THE GOOD NEWS is that the country is spending a rising although still small share of national product on cleaning up the environment. The bad news is that it may not be spending most of the money on the greatest risks. That is the burden of the latest assessment by the Environmental Protection Agency.
The new work raises a fundamental issue that has become increasingly difficult to discuss. Particularly in the Reagan years, the environmental debate in this country itself became so poisoned that there ceased to be a middle ground. Current environmental programs suggest a set of priorities; presumably they are aimed at what the country perceives as its greatest environmental dangers. The question is the extent to which those perceptions have a basis in science and the extent to which they have been skewed by politics.
The current cleanup programs are all hard won. Environmentalists see any suggestion for reordering them on scientific grounds as a likely cover for retreat. They have good grounds for their uneasiness, in that environmental data are often inconclusive, and offending industries have too often seized on any weakness in the data as an excuse not to act. Partly to offset industry's tendencies to minimize risks, environmentalists have come to exaggerate them. In the annual struggle for marginal legislative and regulatory advantage, both sides in the debate have ended up trashing science as often as they have invoked it.
The laws are such that much spending, private as well as public, is focused on cleaning up hazardous waste from leaking industrial landfills, underground storage tanks and the like. That effort takes up more than a fourth of EPA's modest budget. It and the funding of mostly municipal sewage treatment plants together take up more than half.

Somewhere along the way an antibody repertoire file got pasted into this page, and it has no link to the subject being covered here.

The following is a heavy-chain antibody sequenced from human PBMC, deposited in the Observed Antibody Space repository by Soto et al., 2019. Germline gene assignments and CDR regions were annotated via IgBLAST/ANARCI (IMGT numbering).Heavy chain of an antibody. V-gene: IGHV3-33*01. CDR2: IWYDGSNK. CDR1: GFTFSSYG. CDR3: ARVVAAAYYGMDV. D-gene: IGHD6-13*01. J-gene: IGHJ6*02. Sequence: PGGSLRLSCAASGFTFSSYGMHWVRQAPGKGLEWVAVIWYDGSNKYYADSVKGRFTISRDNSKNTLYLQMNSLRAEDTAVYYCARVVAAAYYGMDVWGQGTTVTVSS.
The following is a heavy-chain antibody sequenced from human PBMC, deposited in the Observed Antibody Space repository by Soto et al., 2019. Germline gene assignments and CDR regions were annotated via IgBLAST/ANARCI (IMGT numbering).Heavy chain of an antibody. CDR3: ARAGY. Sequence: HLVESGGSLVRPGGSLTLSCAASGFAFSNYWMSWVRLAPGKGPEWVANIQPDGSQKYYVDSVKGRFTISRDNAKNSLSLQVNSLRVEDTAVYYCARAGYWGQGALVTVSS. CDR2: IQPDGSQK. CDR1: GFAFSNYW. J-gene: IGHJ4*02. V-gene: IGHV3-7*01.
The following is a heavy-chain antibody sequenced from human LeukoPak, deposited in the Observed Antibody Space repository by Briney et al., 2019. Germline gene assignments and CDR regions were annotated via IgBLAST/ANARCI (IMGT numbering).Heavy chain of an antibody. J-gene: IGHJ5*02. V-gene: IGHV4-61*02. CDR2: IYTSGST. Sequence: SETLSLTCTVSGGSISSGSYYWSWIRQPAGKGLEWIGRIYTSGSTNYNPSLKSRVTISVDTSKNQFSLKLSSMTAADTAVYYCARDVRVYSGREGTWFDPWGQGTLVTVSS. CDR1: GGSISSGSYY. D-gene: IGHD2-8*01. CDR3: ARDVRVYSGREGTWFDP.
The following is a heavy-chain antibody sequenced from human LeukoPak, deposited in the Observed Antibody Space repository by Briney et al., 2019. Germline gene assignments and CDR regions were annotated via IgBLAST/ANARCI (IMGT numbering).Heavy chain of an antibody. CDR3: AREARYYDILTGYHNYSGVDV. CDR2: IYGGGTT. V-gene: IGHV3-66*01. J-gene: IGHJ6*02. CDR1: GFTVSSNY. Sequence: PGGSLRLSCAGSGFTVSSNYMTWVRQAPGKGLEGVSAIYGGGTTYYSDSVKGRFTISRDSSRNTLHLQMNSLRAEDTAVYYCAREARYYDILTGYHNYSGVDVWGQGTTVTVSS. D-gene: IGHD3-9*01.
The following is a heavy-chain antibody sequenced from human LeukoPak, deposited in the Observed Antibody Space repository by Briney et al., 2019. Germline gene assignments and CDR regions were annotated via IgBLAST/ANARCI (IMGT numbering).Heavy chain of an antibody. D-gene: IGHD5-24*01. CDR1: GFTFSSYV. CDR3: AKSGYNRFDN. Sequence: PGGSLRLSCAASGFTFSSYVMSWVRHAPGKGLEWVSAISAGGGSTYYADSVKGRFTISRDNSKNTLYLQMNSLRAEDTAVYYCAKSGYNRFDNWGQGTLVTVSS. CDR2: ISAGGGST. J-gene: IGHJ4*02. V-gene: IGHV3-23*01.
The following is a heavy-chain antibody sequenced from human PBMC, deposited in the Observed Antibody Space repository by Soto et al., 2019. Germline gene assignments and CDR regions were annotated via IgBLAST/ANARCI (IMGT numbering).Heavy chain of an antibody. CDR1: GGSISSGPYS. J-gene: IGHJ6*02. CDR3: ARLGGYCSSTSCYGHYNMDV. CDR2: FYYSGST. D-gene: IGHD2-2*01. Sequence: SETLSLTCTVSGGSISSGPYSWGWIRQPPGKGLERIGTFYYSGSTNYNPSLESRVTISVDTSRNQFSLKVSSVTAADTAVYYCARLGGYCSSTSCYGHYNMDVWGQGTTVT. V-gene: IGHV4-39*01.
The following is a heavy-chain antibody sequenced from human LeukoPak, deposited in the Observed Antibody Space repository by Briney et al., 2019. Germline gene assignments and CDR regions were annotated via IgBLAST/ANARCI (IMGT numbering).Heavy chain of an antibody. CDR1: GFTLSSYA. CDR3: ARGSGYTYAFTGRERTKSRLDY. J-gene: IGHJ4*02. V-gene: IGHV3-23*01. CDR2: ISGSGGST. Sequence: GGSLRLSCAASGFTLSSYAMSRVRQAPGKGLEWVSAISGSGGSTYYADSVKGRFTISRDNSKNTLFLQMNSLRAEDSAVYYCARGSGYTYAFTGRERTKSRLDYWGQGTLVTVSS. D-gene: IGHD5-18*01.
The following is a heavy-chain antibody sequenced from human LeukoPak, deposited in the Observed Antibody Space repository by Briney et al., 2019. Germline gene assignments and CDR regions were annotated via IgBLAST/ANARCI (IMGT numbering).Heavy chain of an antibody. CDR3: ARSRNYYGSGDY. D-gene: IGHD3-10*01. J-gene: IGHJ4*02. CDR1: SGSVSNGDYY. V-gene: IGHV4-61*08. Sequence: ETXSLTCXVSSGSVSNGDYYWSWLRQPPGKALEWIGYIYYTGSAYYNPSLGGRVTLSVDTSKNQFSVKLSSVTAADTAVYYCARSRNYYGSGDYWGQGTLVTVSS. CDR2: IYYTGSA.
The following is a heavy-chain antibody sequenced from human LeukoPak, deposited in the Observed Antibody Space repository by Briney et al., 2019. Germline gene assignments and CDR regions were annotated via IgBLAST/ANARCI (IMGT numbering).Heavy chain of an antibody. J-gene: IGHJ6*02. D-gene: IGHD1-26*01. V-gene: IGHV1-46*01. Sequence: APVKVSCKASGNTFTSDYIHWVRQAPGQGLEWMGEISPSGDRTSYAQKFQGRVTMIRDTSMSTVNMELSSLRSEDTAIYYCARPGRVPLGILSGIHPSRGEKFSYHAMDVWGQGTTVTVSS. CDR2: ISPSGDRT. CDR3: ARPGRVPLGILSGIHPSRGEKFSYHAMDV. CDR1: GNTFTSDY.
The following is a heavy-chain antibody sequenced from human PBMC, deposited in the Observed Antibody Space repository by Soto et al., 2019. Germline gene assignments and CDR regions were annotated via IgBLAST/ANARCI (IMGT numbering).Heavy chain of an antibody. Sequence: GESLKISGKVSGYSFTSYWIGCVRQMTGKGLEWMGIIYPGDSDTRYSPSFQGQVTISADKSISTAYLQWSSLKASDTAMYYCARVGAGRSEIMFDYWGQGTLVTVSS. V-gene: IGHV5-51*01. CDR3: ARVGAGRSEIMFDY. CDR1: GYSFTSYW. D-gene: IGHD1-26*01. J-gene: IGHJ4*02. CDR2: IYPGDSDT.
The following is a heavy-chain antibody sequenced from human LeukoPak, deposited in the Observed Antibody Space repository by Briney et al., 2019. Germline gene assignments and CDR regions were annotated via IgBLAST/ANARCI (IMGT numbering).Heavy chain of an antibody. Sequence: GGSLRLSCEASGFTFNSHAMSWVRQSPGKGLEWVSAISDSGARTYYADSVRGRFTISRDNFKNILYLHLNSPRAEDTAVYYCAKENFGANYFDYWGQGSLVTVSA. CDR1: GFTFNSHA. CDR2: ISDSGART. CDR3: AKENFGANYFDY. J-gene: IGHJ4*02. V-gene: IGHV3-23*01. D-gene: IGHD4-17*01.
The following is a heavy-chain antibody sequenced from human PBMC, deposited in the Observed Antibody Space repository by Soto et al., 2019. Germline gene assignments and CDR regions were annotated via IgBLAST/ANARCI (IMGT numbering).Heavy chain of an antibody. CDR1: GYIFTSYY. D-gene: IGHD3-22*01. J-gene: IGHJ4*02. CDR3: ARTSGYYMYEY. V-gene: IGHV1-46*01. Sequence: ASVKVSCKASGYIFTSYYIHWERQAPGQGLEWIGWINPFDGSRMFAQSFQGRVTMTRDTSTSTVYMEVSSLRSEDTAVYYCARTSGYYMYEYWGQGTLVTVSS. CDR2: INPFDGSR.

Both these are worthy activities, yet neither inside nor outside the agency do many scientists who have been surveyed believe that they address the greatest dangers the country faces. A recent report from a science advisory board listed instead such problems as air toxins, indoor air pollution, pesticide application, climate change, ozone depletion, habitat losses and destruction of species, on some of which EPA expends hardly any money or effort at all.
No EPA administrator wants to preside over misdirected effort. The current administrator, William Reilly, was recently asked about an estimate that cleanup expenditures might rise to nearly 3 percent of gross national product. "What it says to me," he said, "is that at this level of expenditure, there's a very large obligation to get it right." He wants to stimulate a debate, yet does not want to dismiss or be seen as dismissing programs. He's right to try, and it would be a great step forward if both sides -- environmentalists and their opponents -- gave him room.